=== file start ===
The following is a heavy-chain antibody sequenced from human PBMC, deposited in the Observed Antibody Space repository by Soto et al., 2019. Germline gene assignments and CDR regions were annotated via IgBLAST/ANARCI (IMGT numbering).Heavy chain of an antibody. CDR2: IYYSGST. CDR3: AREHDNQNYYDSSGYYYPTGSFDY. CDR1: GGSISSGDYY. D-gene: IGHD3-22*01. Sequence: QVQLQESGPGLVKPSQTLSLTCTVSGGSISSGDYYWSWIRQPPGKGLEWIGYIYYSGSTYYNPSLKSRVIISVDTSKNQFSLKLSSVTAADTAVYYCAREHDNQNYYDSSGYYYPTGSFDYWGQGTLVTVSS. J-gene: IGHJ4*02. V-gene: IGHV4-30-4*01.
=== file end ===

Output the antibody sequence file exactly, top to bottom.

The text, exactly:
The following is a heavy-chain antibody sequenced from human PBMC, deposited in the Observed Antibody Space repository by Soto et al., 2019. Germline gene assignments and CDR regions were annotated via IgBLAST/ANARCI (IMGT numbering).Heavy chain of an antibody. CDR2: IYYSGST. CDR3: AREHDNQNYYDSSGYYYPTGSFDY. CDR1: GGSISSGDYY. D-gene: IGHD3-22*01. Sequence: QVQLQESGPGLVKPSQTLSLTCTVSGGSISSGDYYWSWIRQPPGKGLEWIGYIYYSGSTYYNPSLKSRVIISVDTSKNQFSLKLSSVTAADTAVYYCAREHDNQNYYDSSGYYYPTGSFDYWGQGTLVTVSS. J-gene: IGHJ4*02. V-gene: IGHV4-30-4*01.